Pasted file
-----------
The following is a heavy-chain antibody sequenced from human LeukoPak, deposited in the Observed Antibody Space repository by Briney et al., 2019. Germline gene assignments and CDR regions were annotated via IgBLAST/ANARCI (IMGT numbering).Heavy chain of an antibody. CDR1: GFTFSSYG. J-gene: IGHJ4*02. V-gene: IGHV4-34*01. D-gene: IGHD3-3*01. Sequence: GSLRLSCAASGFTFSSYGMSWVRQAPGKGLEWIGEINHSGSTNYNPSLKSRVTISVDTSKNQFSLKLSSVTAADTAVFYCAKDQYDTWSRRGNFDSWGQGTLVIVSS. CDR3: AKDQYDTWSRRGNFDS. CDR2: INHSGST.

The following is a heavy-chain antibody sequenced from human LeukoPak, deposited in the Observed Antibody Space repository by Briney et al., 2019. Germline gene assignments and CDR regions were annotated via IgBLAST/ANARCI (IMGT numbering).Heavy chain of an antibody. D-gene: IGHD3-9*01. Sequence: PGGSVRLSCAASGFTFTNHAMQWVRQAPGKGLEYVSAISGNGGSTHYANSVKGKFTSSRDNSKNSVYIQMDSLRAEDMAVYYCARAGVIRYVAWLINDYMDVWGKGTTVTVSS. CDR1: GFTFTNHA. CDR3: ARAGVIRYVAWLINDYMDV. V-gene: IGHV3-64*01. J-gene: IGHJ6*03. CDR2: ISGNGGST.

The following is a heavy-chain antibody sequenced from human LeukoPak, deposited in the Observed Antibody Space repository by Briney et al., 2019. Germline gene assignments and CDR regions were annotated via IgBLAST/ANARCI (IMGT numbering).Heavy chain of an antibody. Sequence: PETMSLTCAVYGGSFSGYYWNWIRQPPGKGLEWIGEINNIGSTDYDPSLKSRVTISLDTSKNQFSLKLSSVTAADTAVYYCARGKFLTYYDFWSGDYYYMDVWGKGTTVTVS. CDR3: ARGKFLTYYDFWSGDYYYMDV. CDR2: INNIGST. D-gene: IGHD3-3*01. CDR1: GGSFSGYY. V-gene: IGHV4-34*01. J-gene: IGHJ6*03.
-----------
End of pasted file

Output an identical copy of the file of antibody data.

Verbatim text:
The following is a heavy-chain antibody sequenced from human LeukoPak, deposited in the Observed Antibody Space repository by Briney et al., 2019. Germline gene assignments and CDR regions were annotated via IgBLAST/ANARCI (IMGT numbering).Heavy chain of an antibody. CDR1: GFTFSSYG. J-gene: IGHJ4*02. V-gene: IGHV4-34*01. D-gene: IGHD3-3*01. Sequence: GSLRLSCAASGFTFSSYGMSWVRQAPGKGLEWIGEINHSGSTNYNPSLKSRVTISVDTSKNQFSLKLSSVTAADTAVFYCAKDQYDTWSRRGNFDSWGQGTLVIVSS. CDR3: AKDQYDTWSRRGNFDS. CDR2: INHSGST.

The following is a heavy-chain antibody sequenced from human LeukoPak, deposited in the Observed Antibody Space repository by Briney et al., 2019. Germline gene assignments and CDR regions were annotated via IgBLAST/ANARCI (IMGT numbering).Heavy chain of an antibody. D-gene: IGHD3-9*01. Sequence: PGGSVRLSCAASGFTFTNHAMQWVRQAPGKGLEYVSAISGNGGSTHYANSVKGKFTSSRDNSKNSVYIQMDSLRAEDMAVYYCARAGVIRYVAWLINDYMDVWGKGTTVTVSS. CDR1: GFTFTNHA. CDR3: ARAGVIRYVAWLINDYMDV. V-gene: IGHV3-64*01. J-gene: IGHJ6*03. CDR2: ISGNGGST.

The following is a heavy-chain antibody sequenced from human LeukoPak, deposited in the Observed Antibody Space repository by Briney et al., 2019. Germline gene assignments and CDR regions were annotated via IgBLAST/ANARCI (IMGT numbering).Heavy chain of an antibody. Sequence: PETMSLTCAVYGGSFSGYYWNWIRQPPGKGLEWIGEINNIGSTDYDPSLKSRVTISLDTSKNQFSLKLSSVTAADTAVYYCARGKFLTYYDFWSGDYYYMDVWGKGTTVTVS. CDR3: ARGKFLTYYDFWSGDYYYMDV. CDR2: INNIGST. D-gene: IGHD3-3*01. CDR1: GGSFSGYY. V-gene: IGHV4-34*01. J-gene: IGHJ6*03.